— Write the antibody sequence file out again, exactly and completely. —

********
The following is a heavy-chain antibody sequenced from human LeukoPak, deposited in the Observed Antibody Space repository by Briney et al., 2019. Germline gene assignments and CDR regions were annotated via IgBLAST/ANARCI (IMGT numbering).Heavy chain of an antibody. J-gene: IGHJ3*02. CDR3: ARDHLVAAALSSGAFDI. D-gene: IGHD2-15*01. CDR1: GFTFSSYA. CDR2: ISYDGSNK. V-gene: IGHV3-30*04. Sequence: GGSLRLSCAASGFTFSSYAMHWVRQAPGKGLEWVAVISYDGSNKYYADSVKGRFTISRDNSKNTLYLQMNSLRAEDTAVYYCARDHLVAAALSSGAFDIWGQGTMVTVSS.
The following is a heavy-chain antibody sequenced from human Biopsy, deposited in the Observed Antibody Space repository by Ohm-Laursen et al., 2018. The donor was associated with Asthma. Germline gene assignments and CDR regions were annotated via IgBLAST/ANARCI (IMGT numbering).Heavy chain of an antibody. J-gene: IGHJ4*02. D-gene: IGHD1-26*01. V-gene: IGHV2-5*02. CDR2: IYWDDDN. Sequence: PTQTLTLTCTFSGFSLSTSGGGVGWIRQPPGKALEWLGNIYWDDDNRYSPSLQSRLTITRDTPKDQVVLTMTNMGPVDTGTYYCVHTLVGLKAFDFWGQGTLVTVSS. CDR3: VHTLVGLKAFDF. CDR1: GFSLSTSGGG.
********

The following is a heavy-chain antibody sequenced from human LeukoPak, deposited in the Observed Antibody Space repository by Briney et al., 2019. Germline gene assignments and CDR regions were annotated via IgBLAST/ANARCI (IMGT numbering).Heavy chain of an antibody. J-gene: IGHJ3*02. CDR3: ARDHLVAAALSSGAFDI. D-gene: IGHD2-15*01. CDR1: GFTFSSYA. CDR2: ISYDGSNK. V-gene: IGHV3-30*04. Sequence: GGSLRLSCAASGFTFSSYAMHWVRQAPGKGLEWVAVISYDGSNKYYADSVKGRFTISRDNSKNTLYLQMNSLRAEDTAVYYCARDHLVAAALSSGAFDIWGQGTMVTVSS.
The following is a heavy-chain antibody sequenced from human Biopsy, deposited in the Observed Antibody Space repository by Ohm-Laursen et al., 2018. The donor was associated with Asthma. Germline gene assignments and CDR regions were annotated via IgBLAST/ANARCI (IMGT numbering).Heavy chain of an antibody. J-gene: IGHJ4*02. D-gene: IGHD1-26*01. V-gene: IGHV2-5*02. CDR2: IYWDDDN. Sequence: PTQTLTLTCTFSGFSLSTSGGGVGWIRQPPGKALEWLGNIYWDDDNRYSPSLQSRLTITRDTPKDQVVLTMTNMGPVDTGTYYCVHTLVGLKAFDFWGQGTLVTVSS. CDR3: VHTLVGLKAFDF. CDR1: GFSLSTSGGG.